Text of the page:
on Isaiah 58 :12
The restorer of paths to dwell in "The restorer of paths to be frequented by inhabitants" - To this purpose it is rendered by the Syriac, Symmachus, and Theodotion.
on Isaiah 58 :12
And they that shall be of thee - They that spring from thee; or thy people.
Shall build the old waste places - Shall repair the old ruins, and restore the desolate cities and fields to their former beauty. This language is taken from the condition of Judea during the long captivity at Babylon. The land would have been desolated by the Chaldeans, and lain waste for a period of seventy years. Of course all the remains of their former prosperity would have gone to decay, and the whole country would be filled with ruins. But all this, says the prophet, would be restored if they were obedient to God. and would keep his law. Their descendants would be so numerous that the land would be entirely occupied and cultivated again, and cities and towns would rise with their former beauty and magnificence.
Thou shalt raise up the foundations of many generations - That is, the foundations which had endured for generations. The word 'foundations' here (מוסד môsâd), means properly the foundation of a building, that is, on which a building rests. Here it means the foundation when that alone remains; and is equivalent to ruins. The Hebrew phrase translated 'of many generational' (דור־ודור dôr-vâdôr, generation and generation), is equivalent to one generation after another, and is the usual form of the superlative degree. The exact amount of time is not designated; but the phrase is equivalent to a long time - while one generation passes away after another. Vitringa applies this to the gospel, and supposes that it means that the church, after long decay and desolation, would rise to its former beauty and glory. The promise is indeed general; and though the language is taken from the recovery of Palestine from its ruins after the captivity, yet there can be no objection to applying it in a more general sense, as teaching that the people of God, if they are faithful in keeping his commandments, and in manifesting the spirit which becomes the church, will repair the ruins which sin has made in the world, and rebuild the wastes and the desolations of many ages.
Sin has spread its desolations far and wide. Scarce the foundations of righteousness remain in the earth. Where they do remain, they are often covered over with ruined fragments, and are surrounded by frightful wastes. The world is full of the ruins which sin has caused; and there could be no more striking illustration of the effects of sin on all that is good, than the ruins of Judea during the seventy years of exile, or than those of Palmyra, of Baalbec, of Tyre, of Ephesus, and of Persepolis, at present. It is for the church of God to rebuild these wastes, and to cause the beauties of cultivated fields, and the glories of cities rebuilt, to revisit the desolate earth; in other words, to extend the blessings of that religion which will yet clothe the earth with moral loveliness, as though sin had not spread its gloomy and revolting monuments over the world.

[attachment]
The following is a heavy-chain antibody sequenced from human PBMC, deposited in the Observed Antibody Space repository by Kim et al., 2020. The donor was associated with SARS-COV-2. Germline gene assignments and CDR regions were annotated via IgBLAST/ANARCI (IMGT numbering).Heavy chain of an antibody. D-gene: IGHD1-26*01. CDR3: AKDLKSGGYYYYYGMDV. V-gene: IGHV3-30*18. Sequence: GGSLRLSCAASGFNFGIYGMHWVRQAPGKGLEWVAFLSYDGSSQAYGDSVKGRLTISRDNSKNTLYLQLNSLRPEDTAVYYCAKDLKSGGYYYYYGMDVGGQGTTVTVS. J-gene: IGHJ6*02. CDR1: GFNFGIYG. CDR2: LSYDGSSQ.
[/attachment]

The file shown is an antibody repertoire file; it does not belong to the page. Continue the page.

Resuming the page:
And thou shalt be called - The name which shall appropriately designate what you will do.
The repairer of the breach - Lowth, 'The repairer of the broken mound.' The phrase properly means, 'the fortifier of the breach;' i.:e:, the one who shall build up the breach that is made in a wall of a city, either by the lapse of time, or by a siege.
The restorer of paths to dwell in - Lowth and Noves render this, 'The restorer of paths to be frequented by inhabitants.' The Septuagint renders it, 'And thou shalt cause thy paths to rest in the midst of thee;' and Jerome. Avertens semitas in quietem - 'Turning the paths into rest,' which the Jewish exposition explains to mean, 'Thou shalt build walls so high that no enemy can enter them.' So Grotius renders it, 'Turning thy paths to rest;' that is, thou shalt leave no way of access to robbers. The Chaldee renders it, 'Converting the wicked to the law.' The common English version has probably expressed correctly the sense. The idea is, that they would repair the public highways which had long lain desolate, by which access was had to their dwelling-places. It does not mean, however, that the paths or ways were to be places in which to dwell, but that the ways which led to their dwelling-places were to be restored, or repaired. These roads, of course, in the long desolations would be ruined. Thorns, and brambles, and trees would have grown upon them; and having been long neglected, they would be impassable. But the advantages of a free contact from one dwelling and one city to another, and throughout the land, would be again enjoyed. Spiritually applied, it means the same as the previous expression, that the church of God would remove the ruins which sin has caused, and diffuse comfort and happiness around the world. The obstructed and overrun paths to a quiet and peaceable dwelling on earth would be cleared away, and the blessings of' the true religion would be like giving free and easy access from one tranquil and prosperous dwelling-place to another.
on Isaiah 58 :12